( Photo Credits National Geographic. For illustration only)
On Januray 14th, the winter turned into summer and a clear blue sky was dotted with hundreds of brilliantly hued kites, in many parts of India, celebrating Makar Sankranti/Uttarayan, in which kite flying is a prominent feature.
Whenever I watch a kite flying high and strong in the sky, I draw a parallel between it and the life of a woman. The similarities are based on two aspects.
First, lets talk about the conditions in which a kite is able to fly. It rises against a strong wind to attain its heights of glory. Many a times, a woman, similarly battles inimical and restraining attitudes, beliefs, situations and actions to achieve success. In ‘The Feminine Mystique’, Betty Friedan says“Each suburban wife struggles with it alone. As she made the beds, shopped for groceries, matched slipcover material, ate peanut butter sandwiches with her children, chauffeured Cub Scouts and Brownies, lay beside her husband at night- she was afraid to ask even of herself the silent question– ‘Is this all?” Her question is against all forms of domination that patriarchal structures and processes unleash on her individuality Thus like a kite, she nose dives into the ground, gets tangled in a tree, Sometimes , unfortunately she gets pulled back by sister kites too. Yet she picks herself up again and again, thrown up and helped many a times by those, irrespective of gender, who want to watch her soar. The difficult conditions perhaps infuse grit and a diehard spirit in her to rise phenomenally. Eleanor Roosevelt’s famous words about the strength of the fair species come to one’s mind: “Women are like tea bags; you never know how strong they are until they’re put in hot water”.
Second, a kite needs to be tethered down by a thread in order to fly. That thread, I believe, is what Mother Nature weaved for us, women. It is the thread of nurturing and care giving and we are tied to it in all the roles we play and live: that of a mother, sister, wife, lover. The restrictions that this thread binds us in are intrinsic to our feminine nature. It is also what most of us accept willingly and joyfully. Pardon me, if this sounds anti-women or anti-feminist! To those it does, I quote GK Chesterton “It [feminism] is mixed up with a muddled idea that women are free when they serve their employers but slaves when they help their husbands”.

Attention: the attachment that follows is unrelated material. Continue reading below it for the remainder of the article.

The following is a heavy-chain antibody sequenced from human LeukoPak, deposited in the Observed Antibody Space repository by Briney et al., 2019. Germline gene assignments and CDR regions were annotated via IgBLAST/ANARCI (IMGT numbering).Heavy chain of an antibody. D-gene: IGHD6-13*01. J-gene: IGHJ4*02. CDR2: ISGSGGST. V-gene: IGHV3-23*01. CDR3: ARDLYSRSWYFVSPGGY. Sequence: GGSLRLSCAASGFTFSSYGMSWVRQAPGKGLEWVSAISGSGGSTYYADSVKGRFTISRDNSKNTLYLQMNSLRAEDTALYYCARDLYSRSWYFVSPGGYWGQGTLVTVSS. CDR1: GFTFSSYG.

A kite symbolizes freedom. But a kite can’t really fly free, that’s just an expression. It can only soar high in the sky ,if its strings are anchored.. If the string breaks the kite drops back to the ground. The kite’s freedom depends on realizing and it not being as free as she thinks it is.
That is how I guess I would want to fly too. Enjoying the pleasure of flying with strings attached.
Does that mean that I am being dichotomous or against the sisterhood. An emphatic no. Its just being a ‘visionary feminist’. What’ s that ? I shall request Bell Hooks to answer that : “Visionary feminism is a wise and loving politics. It is rooted in the love of male and female being, refusing to privilege one over the other. The soul of feminist politics is the commitment to ending patriarchal domination of women and men, girls and boys. Love cannot exist in any relationship that is based on domination and coercion. Males cannot love themselves in patriarchal culture if their very self-definition relies on submission to patriarchal rules. When men embrace feminist thinking and practice, which emphasizes the value of mutual growth and self-actualization in all relationships, their emotional well-being will be enhanced. A genuine feminist politics always brings us from bondage to freedom, from lovelessness to loving”.